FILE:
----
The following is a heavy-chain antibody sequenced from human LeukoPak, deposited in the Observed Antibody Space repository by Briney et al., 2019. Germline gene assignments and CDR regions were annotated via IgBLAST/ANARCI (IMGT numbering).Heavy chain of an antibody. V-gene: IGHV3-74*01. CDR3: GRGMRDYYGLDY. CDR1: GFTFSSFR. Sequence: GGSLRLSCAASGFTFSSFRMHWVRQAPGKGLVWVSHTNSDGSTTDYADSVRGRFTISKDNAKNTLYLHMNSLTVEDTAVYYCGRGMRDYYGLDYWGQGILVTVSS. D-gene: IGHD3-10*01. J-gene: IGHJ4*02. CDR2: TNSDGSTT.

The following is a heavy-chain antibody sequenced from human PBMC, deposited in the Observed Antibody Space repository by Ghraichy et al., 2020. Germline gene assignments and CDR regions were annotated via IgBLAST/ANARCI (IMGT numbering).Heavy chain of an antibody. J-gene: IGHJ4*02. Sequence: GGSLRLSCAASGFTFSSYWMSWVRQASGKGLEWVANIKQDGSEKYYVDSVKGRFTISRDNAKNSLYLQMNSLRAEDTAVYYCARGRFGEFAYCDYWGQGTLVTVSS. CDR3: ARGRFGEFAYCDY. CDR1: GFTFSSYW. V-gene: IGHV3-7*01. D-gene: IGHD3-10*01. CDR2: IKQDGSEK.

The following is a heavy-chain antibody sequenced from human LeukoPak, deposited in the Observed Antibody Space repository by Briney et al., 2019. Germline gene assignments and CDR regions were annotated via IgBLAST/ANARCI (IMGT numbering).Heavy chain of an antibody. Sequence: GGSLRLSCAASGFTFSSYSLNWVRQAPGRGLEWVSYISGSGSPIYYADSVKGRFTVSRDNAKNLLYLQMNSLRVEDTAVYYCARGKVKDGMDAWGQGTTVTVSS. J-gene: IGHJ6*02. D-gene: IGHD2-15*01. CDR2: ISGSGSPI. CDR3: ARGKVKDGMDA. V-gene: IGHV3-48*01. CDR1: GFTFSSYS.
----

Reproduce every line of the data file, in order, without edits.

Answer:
The following is a heavy-chain antibody sequenced from human LeukoPak, deposited in the Observed Antibody Space repository by Briney et al., 2019. Germline gene assignments and CDR regions were annotated via IgBLAST/ANARCI (IMGT numbering).Heavy chain of an antibody. V-gene: IGHV3-74*01. CDR3: GRGMRDYYGLDY. CDR1: GFTFSSFR. Sequence: GGSLRLSCAASGFTFSSFRMHWVRQAPGKGLVWVSHTNSDGSTTDYADSVRGRFTISKDNAKNTLYLHMNSLTVEDTAVYYCGRGMRDYYGLDYWGQGILVTVSS. D-gene: IGHD3-10*01. J-gene: IGHJ4*02. CDR2: TNSDGSTT.

The following is a heavy-chain antibody sequenced from human PBMC, deposited in the Observed Antibody Space repository by Ghraichy et al., 2020. Germline gene assignments and CDR regions were annotated via IgBLAST/ANARCI (IMGT numbering).Heavy chain of an antibody. J-gene: IGHJ4*02. Sequence: GGSLRLSCAASGFTFSSYWMSWVRQASGKGLEWVANIKQDGSEKYYVDSVKGRFTISRDNAKNSLYLQMNSLRAEDTAVYYCARGRFGEFAYCDYWGQGTLVTVSS. CDR3: ARGRFGEFAYCDY. CDR1: GFTFSSYW. V-gene: IGHV3-7*01. D-gene: IGHD3-10*01. CDR2: IKQDGSEK.

The following is a heavy-chain antibody sequenced from human LeukoPak, deposited in the Observed Antibody Space repository by Briney et al., 2019. Germline gene assignments and CDR regions were annotated via IgBLAST/ANARCI (IMGT numbering).Heavy chain of an antibody. Sequence: GGSLRLSCAASGFTFSSYSLNWVRQAPGRGLEWVSYISGSGSPIYYADSVKGRFTVSRDNAKNLLYLQMNSLRVEDTAVYYCARGKVKDGMDAWGQGTTVTVSS. J-gene: IGHJ6*02. D-gene: IGHD2-15*01. CDR2: ISGSGSPI. CDR3: ARGKVKDGMDA. V-gene: IGHV3-48*01. CDR1: GFTFSSYS.